The Phases of Jewish Bereavement
Jewish mourning customs reflect the natural course of grief and recovery following the death of a loved one.
Excerpted with permission from A Time to Mourn, A Time to Comfort (Jewish Lights Publishing, 1993).
Two thousand years before modern psychology discovered "grief work," the rabbis of the Talmud had established a staged series of steps to manage mourning. There are six basic phases of the Jewish bereavement cycle. Each has a specific time period and a set of major practices and common emotional states that assist the mourner through the grieving process.
Remember: Although these phases are time-bound, the emotions of a mourner's grief may or may not correspond to these times. The experience of bereavement is highly individualistic and while the time may move quickly, the resolution of grief often takes months or years.
The following provides an overview of the Jewish approach to mourning:
Phase One: Aninut
Time: From the moment of death until the conclusion of the funeral.
Major Practices: Making funeral arrangements, preparing for the funeral, no mourning, no prayer services, no "official" condolence calls.
Phase Two: Aveilut (for Seven Relatives: Mother, Father, Spouse, Sister, Brother, Son, Daughter)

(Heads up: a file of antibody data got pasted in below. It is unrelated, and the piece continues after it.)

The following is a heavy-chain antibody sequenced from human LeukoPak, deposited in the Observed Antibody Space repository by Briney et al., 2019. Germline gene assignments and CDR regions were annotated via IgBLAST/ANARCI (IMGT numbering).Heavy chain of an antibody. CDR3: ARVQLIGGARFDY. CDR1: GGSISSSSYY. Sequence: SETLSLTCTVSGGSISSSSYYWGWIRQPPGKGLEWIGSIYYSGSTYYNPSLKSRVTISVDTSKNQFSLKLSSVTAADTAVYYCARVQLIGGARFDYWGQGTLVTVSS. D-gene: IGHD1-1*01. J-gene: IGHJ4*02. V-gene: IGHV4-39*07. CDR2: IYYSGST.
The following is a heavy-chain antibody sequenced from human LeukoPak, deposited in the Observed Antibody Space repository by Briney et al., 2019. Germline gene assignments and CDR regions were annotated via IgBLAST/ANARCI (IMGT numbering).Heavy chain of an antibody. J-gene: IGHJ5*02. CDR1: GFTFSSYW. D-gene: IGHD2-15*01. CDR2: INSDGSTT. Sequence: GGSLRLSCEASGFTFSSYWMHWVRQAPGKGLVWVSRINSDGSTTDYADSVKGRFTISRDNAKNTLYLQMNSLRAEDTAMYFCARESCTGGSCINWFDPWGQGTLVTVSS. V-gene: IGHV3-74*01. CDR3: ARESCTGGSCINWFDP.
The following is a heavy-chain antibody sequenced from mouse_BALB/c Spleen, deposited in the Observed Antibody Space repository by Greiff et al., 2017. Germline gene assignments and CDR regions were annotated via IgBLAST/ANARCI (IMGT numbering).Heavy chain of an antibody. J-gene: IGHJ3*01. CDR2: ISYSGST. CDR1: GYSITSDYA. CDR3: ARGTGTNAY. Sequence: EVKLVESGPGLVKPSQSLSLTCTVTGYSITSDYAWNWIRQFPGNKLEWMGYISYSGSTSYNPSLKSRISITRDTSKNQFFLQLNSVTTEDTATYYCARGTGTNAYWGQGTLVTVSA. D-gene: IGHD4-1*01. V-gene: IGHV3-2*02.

Time: Seven days of shiva [literally, sitting], beginning at the conclusion of the funeral (Day One) through the next six days, unless cancelled by a festival. The first three days are for intense mourning, followed by four days of mourning and reflection.
Major Practices: "Sit" at home, say Kaddish [prayer recited by mourners in praise of God] at prayer services conducted in the home (or synagogue), receive consolers, no work or shaving.
Phase Three: Sheloshim - 30 Days (for Seven Relatives)
Time: From the end of shiva (Day Seven) through 30 days from the day of burial.
Major Practices: Return to work, say Kaddish at prayer services in the synagogue, no entertainment, men do not shave.
Phase Four: Shanah - 11 Months (for Parents)
Time: From the day of burial through 11 months.
Major Practices: Saying Kaddish at prayer services in the synagogue, some restrictions on behavior (including attendance at genuinely happy events) until a full year has passed, unveiling of gravestone.
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